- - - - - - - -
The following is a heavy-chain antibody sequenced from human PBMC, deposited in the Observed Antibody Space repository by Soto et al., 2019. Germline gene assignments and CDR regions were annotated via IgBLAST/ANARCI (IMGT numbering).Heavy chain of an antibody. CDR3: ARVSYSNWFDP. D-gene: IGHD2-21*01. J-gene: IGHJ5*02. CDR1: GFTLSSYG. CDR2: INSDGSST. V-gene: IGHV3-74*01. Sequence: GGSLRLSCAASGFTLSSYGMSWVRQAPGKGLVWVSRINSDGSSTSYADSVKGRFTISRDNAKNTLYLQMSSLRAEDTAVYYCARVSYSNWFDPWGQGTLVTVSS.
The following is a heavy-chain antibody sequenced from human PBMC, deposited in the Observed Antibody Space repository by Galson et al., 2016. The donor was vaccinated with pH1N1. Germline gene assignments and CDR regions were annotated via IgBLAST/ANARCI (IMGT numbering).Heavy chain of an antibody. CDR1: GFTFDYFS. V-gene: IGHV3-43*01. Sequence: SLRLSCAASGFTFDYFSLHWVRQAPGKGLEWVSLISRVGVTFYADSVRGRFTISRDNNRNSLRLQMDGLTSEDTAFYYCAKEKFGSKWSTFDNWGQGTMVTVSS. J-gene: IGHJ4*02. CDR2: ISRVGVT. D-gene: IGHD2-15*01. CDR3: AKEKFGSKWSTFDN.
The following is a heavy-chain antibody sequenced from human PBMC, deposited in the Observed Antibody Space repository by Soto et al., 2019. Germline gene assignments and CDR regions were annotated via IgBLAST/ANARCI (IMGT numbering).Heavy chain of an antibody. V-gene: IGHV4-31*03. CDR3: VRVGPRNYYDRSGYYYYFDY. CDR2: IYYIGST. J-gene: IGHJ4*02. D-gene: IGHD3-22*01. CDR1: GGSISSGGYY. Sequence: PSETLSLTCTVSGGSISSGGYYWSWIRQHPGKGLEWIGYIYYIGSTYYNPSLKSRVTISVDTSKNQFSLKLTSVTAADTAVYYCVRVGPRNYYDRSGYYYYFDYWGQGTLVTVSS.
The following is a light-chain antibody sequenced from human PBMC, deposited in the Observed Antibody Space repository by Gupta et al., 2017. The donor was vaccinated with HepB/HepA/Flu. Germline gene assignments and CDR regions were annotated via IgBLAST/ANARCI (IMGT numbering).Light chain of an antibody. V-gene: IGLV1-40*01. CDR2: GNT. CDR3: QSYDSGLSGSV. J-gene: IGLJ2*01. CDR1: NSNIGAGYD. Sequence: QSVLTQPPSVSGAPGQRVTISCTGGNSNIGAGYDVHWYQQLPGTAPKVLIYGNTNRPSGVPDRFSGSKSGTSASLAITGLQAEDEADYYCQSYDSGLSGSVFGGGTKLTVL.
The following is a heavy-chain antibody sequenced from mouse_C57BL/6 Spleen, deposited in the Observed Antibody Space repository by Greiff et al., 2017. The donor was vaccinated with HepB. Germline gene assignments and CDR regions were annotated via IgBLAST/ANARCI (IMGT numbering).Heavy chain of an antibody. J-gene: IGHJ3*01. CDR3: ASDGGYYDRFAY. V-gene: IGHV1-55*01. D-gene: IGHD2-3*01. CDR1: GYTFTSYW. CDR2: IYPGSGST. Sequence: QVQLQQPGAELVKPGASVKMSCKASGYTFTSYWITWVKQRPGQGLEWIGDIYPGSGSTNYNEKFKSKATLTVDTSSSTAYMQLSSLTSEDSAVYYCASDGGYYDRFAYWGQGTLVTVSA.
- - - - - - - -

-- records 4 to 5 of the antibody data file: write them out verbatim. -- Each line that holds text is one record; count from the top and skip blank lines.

The following is a light-chain antibody sequenced from human PBMC, deposited in the Observed Antibody Space repository by Gupta et al., 2017. The donor was vaccinated with HepB/HepA/Flu. Germline gene assignments and CDR regions were annotated via IgBLAST/ANARCI (IMGT numbering).Light chain of an antibody. V-gene: IGLV1-40*01. CDR2: GNT. CDR3: QSYDSGLSGSV. J-gene: IGLJ2*01. CDR1: NSNIGAGYD. Sequence: QSVLTQPPSVSGAPGQRVTISCTGGNSNIGAGYDVHWYQQLPGTAPKVLIYGNTNRPSGVPDRFSGSKSGTSASLAITGLQAEDEADYYCQSYDSGLSGSVFGGGTKLTVL.
The following is a heavy-chain antibody sequenced from mouse_C57BL/6 Spleen, deposited in the Observed Antibody Space repository by Greiff et al., 2017. The donor was vaccinated with HepB. Germline gene assignments and CDR regions were annotated via IgBLAST/ANARCI (IMGT numbering).Heavy chain of an antibody. J-gene: IGHJ3*01. CDR3: ASDGGYYDRFAY. V-gene: IGHV1-55*01. D-gene: IGHD2-3*01. CDR1: GYTFTSYW. CDR2: IYPGSGST. Sequence: QVQLQQPGAELVKPGASVKMSCKASGYTFTSYWITWVKQRPGQGLEWIGDIYPGSGSTNYNEKFKSKATLTVDTSSSTAYMQLSSLTSEDSAVYYCASDGGYYDRFAYWGQGTLVTVSA.